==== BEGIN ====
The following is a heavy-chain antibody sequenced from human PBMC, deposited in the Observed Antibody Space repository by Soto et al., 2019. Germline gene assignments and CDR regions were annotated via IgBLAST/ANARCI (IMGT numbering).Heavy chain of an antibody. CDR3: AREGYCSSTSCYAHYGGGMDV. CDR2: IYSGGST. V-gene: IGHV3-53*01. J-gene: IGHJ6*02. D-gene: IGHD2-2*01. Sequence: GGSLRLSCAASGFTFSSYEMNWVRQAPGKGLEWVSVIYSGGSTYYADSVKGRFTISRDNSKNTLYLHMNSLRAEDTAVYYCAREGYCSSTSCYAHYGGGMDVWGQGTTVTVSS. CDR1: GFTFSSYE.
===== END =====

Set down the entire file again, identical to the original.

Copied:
The following is a heavy-chain antibody sequenced from human PBMC, deposited in the Observed Antibody Space repository by Soto et al., 2019. Germline gene assignments and CDR regions were annotated via IgBLAST/ANARCI (IMGT numbering).Heavy chain of an antibody. CDR3: AREGYCSSTSCYAHYGGGMDV. CDR2: IYSGGST. V-gene: IGHV3-53*01. J-gene: IGHJ6*02. D-gene: IGHD2-2*01. Sequence: GGSLRLSCAASGFTFSSYEMNWVRQAPGKGLEWVSVIYSGGSTYYADSVKGRFTISRDNSKNTLYLHMNSLRAEDTAVYYCAREGYCSSTSCYAHYGGGMDVWGQGTTVTVSS. CDR1: GFTFSSYE.